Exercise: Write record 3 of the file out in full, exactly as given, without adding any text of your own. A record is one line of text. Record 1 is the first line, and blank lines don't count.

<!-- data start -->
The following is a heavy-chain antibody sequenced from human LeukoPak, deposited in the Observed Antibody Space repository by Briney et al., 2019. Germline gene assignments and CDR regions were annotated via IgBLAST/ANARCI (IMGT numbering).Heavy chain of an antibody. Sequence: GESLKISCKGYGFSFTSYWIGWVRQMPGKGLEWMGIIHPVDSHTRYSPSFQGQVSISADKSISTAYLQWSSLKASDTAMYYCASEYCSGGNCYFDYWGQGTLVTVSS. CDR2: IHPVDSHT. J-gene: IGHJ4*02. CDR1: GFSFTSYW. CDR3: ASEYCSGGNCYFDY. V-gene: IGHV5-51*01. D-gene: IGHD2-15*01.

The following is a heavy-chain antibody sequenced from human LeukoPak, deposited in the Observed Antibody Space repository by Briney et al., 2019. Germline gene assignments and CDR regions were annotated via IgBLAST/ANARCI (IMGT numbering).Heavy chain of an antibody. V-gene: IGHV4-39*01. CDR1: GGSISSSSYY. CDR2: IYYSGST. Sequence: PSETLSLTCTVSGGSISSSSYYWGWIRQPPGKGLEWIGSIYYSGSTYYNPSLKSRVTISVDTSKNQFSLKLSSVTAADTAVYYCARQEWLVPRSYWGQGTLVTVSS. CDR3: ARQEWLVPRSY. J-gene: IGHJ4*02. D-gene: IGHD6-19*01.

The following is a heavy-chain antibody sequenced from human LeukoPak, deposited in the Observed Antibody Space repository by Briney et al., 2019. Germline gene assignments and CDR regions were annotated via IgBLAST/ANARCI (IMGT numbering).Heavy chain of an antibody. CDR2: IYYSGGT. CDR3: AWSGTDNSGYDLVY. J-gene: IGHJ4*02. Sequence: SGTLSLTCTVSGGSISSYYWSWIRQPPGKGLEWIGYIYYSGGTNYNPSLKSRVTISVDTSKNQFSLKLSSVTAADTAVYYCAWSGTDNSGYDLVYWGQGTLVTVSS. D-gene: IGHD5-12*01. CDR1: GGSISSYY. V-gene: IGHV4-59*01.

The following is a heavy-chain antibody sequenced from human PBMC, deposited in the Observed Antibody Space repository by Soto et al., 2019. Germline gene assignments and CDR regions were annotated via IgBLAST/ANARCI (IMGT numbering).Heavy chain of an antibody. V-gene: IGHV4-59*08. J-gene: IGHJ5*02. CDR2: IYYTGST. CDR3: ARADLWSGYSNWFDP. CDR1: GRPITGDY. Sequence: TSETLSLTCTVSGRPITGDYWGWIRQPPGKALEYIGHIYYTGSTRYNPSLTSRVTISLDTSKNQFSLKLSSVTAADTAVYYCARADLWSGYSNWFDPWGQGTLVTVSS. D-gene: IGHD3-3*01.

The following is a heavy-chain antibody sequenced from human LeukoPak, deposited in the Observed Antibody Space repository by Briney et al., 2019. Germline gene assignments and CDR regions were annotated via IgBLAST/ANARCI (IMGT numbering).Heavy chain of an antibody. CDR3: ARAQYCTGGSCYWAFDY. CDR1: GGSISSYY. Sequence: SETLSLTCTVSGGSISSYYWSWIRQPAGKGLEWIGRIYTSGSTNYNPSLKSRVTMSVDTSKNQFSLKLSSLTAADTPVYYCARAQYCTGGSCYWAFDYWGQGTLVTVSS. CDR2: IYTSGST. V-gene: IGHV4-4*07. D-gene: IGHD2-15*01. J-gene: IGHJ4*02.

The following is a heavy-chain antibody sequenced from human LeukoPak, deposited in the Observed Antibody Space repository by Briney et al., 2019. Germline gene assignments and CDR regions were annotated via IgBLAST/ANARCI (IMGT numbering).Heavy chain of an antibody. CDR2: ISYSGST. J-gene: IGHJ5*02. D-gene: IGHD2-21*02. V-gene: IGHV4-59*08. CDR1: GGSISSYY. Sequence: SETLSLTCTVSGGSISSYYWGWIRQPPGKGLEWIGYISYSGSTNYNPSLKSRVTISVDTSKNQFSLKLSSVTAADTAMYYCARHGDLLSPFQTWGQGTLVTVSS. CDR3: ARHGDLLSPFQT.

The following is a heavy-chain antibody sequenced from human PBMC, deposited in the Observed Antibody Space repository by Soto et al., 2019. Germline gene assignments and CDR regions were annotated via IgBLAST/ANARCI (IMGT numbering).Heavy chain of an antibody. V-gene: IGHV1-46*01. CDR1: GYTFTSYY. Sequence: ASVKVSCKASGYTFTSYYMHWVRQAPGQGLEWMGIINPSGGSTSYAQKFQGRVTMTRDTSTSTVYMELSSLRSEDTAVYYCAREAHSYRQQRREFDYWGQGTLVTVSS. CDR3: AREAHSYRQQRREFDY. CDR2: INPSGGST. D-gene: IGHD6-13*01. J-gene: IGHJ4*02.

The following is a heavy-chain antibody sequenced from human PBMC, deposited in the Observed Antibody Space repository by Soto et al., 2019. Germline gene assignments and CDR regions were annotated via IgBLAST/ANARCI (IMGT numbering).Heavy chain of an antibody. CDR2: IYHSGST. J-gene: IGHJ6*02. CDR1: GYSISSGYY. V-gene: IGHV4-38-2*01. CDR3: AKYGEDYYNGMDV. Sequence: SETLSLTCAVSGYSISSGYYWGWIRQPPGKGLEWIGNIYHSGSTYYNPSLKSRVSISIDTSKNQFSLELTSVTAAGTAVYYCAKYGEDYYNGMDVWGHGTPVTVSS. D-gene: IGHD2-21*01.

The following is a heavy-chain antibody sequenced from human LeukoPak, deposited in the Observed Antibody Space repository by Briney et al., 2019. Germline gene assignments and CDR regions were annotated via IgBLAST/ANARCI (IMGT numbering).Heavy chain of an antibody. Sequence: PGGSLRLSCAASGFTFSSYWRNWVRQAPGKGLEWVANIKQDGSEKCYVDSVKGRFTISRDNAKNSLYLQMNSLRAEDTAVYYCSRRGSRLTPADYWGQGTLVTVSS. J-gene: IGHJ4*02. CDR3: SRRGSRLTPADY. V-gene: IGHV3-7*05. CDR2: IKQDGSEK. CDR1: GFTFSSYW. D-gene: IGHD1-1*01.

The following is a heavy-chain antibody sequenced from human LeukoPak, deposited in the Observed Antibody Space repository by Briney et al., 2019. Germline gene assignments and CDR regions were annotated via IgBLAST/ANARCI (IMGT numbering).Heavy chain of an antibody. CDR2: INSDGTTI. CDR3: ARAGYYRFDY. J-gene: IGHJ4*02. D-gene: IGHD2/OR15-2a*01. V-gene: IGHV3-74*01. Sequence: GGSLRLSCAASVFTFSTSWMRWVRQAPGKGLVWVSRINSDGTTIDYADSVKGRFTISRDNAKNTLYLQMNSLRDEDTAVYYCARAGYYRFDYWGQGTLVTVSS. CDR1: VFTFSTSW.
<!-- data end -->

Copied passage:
The following is a heavy-chain antibody sequenced from human LeukoPak, deposited in the Observed Antibody Space repository by Briney et al., 2019. Germline gene assignments and CDR regions were annotated via IgBLAST/ANARCI (IMGT numbering).Heavy chain of an antibody. CDR2: IYYSGGT. CDR3: AWSGTDNSGYDLVY. J-gene: IGHJ4*02. Sequence: SGTLSLTCTVSGGSISSYYWSWIRQPPGKGLEWIGYIYYSGGTNYNPSLKSRVTISVDTSKNQFSLKLSSVTAADTAVYYCAWSGTDNSGYDLVYWGQGTLVTVSS. D-gene: IGHD5-12*01. CDR1: GGSISSYY. V-gene: IGHV4-59*01.